Steps To Seeking Forgiveness
Restore Love & Intimacy Through Seeking and Granting Forgiveness
Healing hurts through forgiveness, dissipates anger, and restores love and intimacy.
“Get rid of all bitterness, rage, anger, harsh words, and slander, as well as all types of malicious behavior. Instead, be kind to each other, tenderhearted, forgiving one another, just as God through Christ has forgiven you.” Ephesians 4:32 (NLT)
“Be angry, and yet do not sin; do not let the sun go down on your anger.” Ephesians 4:26
Peter, a married man and one of Jesus’ closest disciples came to Him one day and asked, “Lord, how many times, if my friend sins against me, must I forgive him? Up to seven times? (Matthew 18:21) The question Peter asked is a question that most married people ask. One thing every marriage has is plenty of opportunities for forgiveness… generally daily. Marriage doesn’t involve two perfect people. People make mistakes. All of us do. And we’re responsible for our mistakes. But our response to people who make mistakes can also be wrongful if we are not careful. We’re responsible to God for the way we respond to our spouse when he/she makes a mistake…big or small.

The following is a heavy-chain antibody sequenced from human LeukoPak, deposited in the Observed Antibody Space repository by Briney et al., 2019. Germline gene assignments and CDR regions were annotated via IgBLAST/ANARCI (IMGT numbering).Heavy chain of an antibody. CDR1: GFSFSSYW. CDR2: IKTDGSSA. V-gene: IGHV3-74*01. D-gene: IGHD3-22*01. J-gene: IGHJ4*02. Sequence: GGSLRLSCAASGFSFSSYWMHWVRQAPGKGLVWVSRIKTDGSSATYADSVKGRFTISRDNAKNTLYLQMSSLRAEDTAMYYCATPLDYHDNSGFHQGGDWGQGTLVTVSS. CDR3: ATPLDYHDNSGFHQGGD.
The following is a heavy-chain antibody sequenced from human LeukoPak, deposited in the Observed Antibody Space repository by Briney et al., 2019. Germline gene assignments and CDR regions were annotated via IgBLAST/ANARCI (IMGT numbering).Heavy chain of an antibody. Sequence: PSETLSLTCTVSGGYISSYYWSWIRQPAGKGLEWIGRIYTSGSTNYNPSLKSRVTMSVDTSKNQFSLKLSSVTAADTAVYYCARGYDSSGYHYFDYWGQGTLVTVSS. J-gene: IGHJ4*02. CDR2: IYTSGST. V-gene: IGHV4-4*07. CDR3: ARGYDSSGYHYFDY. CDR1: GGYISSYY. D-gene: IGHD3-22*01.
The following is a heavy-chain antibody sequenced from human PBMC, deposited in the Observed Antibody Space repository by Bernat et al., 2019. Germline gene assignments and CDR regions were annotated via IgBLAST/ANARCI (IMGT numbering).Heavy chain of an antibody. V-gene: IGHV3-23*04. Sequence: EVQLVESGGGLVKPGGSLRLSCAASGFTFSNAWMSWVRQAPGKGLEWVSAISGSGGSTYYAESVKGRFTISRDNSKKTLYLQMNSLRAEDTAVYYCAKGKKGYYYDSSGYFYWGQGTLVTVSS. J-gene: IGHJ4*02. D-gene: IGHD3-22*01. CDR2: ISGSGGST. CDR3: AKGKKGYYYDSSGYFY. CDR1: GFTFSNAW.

Jesus’ answer to Peter was, I do not say to you, up to seven times, but up to seventy times seven.”
Our concern must be twofold: what we do that is in error, but also how we respond to our spouse who errs and hurts us.
Steps to Seeking Forgiveness
- Seek to understand: “How did I hurt you? How did that make you feel?”
- Empathize: “I understand that made you feel _______________.”
- Admit the wrong: “I was wrong. I shouldn’t have_____________.”
- Repent: I’m sorry I hurt you. I don’t want to hurt you that way again.”
- Ask for forgiveness: “Will you forgive me?”
The road to restoring love and intimacy in your marriage begins by seeking and granting forgiveness. We all blow it at times and so we must be quick to make amends when we do. Keeping a short account with our spouse sets up the stage for a flourishing marriage. At the heart of our salvation lays the willingness of One greater to forgive us. How much more then should we be willing to follow suit and be imitators of Christ when we have been forgiven so much? It is when forgiveness abounds that reconciliation happens. Forgiveness does not violate the rights of the individual who was wronged, it frees the offended from harboring sin. When we seek to understand how we have hurt or offended another person by asking them how it made them feel, we can empathize with them and allow forgiveness to heal. When you are wrong, be bold enough to admit it and then allow forgiveness to heal the wounds of the offense. Forgiveness may be afforded to those who have wronged another, but it is truly merited by repentance. Finally asking for forgiveness is critical. It is not enough to say, “I am sorry.” We must seek forgiveness when we have offended another, especially our spouses.
Sometimes the road to forgiveness can be long and painful, but the end of the road is restoration and godly communion with one another.